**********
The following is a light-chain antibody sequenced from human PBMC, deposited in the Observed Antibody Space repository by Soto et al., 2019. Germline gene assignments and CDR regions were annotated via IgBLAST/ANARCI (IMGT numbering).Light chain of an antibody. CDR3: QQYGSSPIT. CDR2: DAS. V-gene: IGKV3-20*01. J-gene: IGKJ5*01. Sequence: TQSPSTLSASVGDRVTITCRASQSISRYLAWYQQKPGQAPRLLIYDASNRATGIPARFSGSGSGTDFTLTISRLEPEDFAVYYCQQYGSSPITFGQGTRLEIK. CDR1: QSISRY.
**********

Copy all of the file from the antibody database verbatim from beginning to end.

The following is a light-chain antibody sequenced from human PBMC, deposited in the Observed Antibody Space repository by Soto et al., 2019. Germline gene assignments and CDR regions were annotated via IgBLAST/ANARCI (IMGT numbering).Light chain of an antibody. CDR3: QQYGSSPIT. CDR2: DAS. V-gene: IGKV3-20*01. J-gene: IGKJ5*01. Sequence: TQSPSTLSASVGDRVTITCRASQSISRYLAWYQQKPGQAPRLLIYDASNRATGIPARFSGSGSGTDFTLTISRLEPEDFAVYYCQQYGSSPITFGQGTRLEIK. CDR1: QSISRY.